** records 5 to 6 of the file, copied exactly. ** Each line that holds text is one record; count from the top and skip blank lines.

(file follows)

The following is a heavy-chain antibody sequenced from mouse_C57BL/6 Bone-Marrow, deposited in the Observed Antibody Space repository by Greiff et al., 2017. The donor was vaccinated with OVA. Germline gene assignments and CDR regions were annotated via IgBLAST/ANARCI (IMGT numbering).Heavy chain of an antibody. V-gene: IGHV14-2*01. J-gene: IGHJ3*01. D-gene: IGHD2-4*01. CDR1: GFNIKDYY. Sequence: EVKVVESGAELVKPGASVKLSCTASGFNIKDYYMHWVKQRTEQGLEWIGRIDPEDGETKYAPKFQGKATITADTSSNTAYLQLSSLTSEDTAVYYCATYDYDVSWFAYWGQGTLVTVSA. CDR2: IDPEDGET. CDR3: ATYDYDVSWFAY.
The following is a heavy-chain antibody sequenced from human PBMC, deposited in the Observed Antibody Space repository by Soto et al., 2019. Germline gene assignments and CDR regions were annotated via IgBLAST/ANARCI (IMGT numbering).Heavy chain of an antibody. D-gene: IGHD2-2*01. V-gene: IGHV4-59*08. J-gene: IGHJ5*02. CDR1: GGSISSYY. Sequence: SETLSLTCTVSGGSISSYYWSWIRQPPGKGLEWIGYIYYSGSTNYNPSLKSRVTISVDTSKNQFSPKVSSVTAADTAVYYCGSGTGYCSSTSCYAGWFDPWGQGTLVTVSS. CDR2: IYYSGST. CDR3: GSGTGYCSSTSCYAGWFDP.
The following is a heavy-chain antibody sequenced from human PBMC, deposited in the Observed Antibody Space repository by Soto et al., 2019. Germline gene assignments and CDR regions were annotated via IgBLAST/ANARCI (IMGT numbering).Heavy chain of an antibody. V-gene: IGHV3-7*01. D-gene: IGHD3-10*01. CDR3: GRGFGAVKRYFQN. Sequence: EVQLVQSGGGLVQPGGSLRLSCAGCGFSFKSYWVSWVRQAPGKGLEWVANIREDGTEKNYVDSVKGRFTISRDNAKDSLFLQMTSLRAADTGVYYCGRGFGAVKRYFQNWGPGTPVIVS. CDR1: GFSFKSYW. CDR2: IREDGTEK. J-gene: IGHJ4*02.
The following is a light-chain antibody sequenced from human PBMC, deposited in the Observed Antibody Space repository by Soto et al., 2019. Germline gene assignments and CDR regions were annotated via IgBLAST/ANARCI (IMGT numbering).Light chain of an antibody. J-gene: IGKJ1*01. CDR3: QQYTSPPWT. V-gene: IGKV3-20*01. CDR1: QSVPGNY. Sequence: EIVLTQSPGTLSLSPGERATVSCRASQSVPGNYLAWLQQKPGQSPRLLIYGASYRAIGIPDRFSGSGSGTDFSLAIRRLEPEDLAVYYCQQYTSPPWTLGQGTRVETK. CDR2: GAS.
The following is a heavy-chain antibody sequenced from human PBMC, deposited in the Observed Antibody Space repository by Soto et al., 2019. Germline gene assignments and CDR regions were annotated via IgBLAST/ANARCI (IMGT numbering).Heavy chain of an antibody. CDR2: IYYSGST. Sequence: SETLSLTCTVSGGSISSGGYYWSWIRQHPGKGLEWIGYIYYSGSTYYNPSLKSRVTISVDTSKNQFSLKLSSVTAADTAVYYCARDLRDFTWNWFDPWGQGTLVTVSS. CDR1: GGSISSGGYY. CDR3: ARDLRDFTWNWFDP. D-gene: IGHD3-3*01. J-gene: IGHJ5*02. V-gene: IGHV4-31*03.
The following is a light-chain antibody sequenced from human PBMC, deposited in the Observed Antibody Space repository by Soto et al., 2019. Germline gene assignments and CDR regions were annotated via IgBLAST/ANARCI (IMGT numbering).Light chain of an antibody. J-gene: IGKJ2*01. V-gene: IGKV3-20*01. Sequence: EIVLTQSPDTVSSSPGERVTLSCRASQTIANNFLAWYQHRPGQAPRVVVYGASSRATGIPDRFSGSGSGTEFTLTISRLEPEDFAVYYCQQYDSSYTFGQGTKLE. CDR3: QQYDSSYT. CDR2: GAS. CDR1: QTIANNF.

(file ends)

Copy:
The following is a heavy-chain antibody sequenced from human PBMC, deposited in the Observed Antibody Space repository by Soto et al., 2019. Germline gene assignments and CDR regions were annotated via IgBLAST/ANARCI (IMGT numbering).Heavy chain of an antibody. CDR2: IYYSGST. Sequence: SETLSLTCTVSGGSISSGGYYWSWIRQHPGKGLEWIGYIYYSGSTYYNPSLKSRVTISVDTSKNQFSLKLSSVTAADTAVYYCARDLRDFTWNWFDPWGQGTLVTVSS. CDR1: GGSISSGGYY. CDR3: ARDLRDFTWNWFDP. D-gene: IGHD3-3*01. J-gene: IGHJ5*02. V-gene: IGHV4-31*03.
The following is a light-chain antibody sequenced from human PBMC, deposited in the Observed Antibody Space repository by Soto et al., 2019. Germline gene assignments and CDR regions were annotated via IgBLAST/ANARCI (IMGT numbering).Light chain of an antibody. J-gene: IGKJ2*01. V-gene: IGKV3-20*01. Sequence: EIVLTQSPDTVSSSPGERVTLSCRASQTIANNFLAWYQHRPGQAPRVVVYGASSRATGIPDRFSGSGSGTEFTLTISRLEPEDFAVYYCQQYDSSYTFGQGTKLE. CDR3: QQYDSSYT. CDR2: GAS. CDR1: QTIANNF.